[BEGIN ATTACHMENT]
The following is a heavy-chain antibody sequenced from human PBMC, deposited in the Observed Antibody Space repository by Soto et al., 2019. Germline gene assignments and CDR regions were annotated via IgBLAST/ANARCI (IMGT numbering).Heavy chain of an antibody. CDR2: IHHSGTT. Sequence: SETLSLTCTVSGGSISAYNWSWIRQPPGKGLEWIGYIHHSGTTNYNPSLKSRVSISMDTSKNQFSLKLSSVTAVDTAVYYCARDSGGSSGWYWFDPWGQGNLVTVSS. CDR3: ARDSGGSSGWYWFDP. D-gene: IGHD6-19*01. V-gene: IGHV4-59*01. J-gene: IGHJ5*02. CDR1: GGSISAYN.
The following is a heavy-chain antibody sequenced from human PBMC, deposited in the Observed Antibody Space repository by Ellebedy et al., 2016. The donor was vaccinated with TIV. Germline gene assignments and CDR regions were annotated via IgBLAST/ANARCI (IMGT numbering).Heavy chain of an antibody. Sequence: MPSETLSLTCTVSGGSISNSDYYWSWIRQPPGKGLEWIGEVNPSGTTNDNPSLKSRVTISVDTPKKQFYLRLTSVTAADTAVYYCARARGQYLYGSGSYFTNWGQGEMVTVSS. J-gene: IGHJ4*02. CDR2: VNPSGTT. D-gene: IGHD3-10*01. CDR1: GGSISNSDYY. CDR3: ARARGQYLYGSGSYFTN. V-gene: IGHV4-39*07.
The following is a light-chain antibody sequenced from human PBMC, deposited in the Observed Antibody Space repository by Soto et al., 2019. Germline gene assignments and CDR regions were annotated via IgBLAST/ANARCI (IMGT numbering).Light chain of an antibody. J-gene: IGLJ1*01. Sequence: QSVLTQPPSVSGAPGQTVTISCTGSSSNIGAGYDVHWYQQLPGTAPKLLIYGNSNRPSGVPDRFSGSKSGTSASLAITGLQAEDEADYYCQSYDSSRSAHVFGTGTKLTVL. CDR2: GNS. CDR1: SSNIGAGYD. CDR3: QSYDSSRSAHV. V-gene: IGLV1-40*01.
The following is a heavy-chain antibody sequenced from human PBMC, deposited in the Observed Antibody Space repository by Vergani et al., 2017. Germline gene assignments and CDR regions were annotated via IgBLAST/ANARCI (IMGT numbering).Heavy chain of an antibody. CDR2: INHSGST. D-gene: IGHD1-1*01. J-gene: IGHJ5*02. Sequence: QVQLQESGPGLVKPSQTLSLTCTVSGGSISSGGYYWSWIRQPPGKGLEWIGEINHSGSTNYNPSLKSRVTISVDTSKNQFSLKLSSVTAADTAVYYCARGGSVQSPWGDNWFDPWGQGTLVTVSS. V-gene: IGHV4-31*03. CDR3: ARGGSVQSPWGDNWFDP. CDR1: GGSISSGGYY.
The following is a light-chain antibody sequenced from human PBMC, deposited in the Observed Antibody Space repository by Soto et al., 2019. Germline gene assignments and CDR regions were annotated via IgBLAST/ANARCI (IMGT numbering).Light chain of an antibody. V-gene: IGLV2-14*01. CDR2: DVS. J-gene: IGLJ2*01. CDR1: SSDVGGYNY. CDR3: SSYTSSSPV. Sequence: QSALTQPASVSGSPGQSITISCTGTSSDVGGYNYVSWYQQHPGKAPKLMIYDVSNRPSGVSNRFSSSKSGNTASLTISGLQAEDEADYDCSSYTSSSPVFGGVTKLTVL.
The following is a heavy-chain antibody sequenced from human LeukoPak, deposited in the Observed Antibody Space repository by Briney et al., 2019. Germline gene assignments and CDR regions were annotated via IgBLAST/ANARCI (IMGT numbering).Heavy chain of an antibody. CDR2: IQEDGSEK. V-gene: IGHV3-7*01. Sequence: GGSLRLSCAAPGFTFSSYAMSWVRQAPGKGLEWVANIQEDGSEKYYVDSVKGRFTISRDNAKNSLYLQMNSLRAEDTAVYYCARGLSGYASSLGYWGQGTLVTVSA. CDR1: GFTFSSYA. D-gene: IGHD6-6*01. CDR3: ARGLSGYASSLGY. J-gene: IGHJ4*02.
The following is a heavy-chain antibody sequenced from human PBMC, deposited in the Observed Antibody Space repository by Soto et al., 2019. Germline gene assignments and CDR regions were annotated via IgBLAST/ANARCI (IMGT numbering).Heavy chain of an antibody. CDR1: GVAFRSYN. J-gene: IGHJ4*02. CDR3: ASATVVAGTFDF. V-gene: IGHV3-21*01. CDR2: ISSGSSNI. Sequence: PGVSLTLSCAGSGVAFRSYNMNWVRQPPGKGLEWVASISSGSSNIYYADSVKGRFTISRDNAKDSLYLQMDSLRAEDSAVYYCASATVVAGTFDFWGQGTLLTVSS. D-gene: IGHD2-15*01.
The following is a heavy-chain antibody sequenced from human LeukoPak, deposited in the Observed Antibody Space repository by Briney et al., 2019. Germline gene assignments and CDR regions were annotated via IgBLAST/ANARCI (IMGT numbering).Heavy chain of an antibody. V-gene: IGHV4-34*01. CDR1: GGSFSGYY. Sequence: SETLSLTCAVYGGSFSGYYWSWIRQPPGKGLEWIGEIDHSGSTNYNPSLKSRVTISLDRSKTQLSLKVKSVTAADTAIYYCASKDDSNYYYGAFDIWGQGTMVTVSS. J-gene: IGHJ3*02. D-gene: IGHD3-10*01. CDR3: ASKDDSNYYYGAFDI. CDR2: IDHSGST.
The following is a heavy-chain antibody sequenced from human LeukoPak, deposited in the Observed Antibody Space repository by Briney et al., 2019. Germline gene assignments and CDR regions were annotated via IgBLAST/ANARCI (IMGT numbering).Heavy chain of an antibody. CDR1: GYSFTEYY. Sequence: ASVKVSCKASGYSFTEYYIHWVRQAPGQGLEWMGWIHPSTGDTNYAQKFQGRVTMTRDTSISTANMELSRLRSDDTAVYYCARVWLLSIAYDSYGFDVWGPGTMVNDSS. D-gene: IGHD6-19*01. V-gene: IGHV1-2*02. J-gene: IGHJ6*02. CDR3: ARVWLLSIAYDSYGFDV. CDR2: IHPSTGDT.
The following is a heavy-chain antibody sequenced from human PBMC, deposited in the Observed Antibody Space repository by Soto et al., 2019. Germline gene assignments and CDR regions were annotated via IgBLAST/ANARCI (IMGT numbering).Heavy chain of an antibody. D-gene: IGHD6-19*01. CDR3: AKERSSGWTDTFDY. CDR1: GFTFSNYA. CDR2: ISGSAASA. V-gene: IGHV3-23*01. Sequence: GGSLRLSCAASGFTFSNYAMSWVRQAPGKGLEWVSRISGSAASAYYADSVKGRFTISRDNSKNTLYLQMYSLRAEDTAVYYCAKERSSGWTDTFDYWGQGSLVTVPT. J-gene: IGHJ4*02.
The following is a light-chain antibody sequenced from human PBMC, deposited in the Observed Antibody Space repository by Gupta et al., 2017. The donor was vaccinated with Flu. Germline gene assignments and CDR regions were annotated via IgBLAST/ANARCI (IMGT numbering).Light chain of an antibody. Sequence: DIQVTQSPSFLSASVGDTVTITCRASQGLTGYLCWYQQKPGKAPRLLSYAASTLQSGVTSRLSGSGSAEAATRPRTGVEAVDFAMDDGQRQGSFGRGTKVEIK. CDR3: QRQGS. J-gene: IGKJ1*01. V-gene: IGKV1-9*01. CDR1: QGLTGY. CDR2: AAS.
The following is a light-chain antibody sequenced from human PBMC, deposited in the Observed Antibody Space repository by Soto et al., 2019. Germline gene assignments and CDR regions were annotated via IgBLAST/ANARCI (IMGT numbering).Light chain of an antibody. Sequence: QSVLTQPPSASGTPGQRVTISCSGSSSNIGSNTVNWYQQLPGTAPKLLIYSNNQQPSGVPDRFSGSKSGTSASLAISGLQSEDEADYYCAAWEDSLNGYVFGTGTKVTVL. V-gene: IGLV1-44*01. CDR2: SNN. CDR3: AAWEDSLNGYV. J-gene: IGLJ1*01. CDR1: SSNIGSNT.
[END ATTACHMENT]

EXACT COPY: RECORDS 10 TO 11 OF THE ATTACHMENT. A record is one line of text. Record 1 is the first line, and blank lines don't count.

The following is a heavy-chain antibody sequenced from human PBMC, deposited in the Observed Antibody Space repository by Soto et al., 2019. Germline gene assignments and CDR regions were annotated via IgBLAST/ANARCI (IMGT numbering).Heavy chain of an antibody. D-gene: IGHD6-19*01. CDR3: AKERSSGWTDTFDY. CDR1: GFTFSNYA. CDR2: ISGSAASA. V-gene: IGHV3-23*01. Sequence: GGSLRLSCAASGFTFSNYAMSWVRQAPGKGLEWVSRISGSAASAYYADSVKGRFTISRDNSKNTLYLQMYSLRAEDTAVYYCAKERSSGWTDTFDYWGQGSLVTVPT. J-gene: IGHJ4*02.
The following is a light-chain antibody sequenced from human PBMC, deposited in the Observed Antibody Space repository by Gupta et al., 2017. The donor was vaccinated with Flu. Germline gene assignments and CDR regions were annotated via IgBLAST/ANARCI (IMGT numbering).Light chain of an antibody. Sequence: DIQVTQSPSFLSASVGDTVTITCRASQGLTGYLCWYQQKPGKAPRLLSYAASTLQSGVTSRLSGSGSAEAATRPRTGVEAVDFAMDDGQRQGSFGRGTKVEIK. CDR3: QRQGS. J-gene: IGKJ1*01. V-gene: IGKV1-9*01. CDR1: QGLTGY. CDR2: AAS.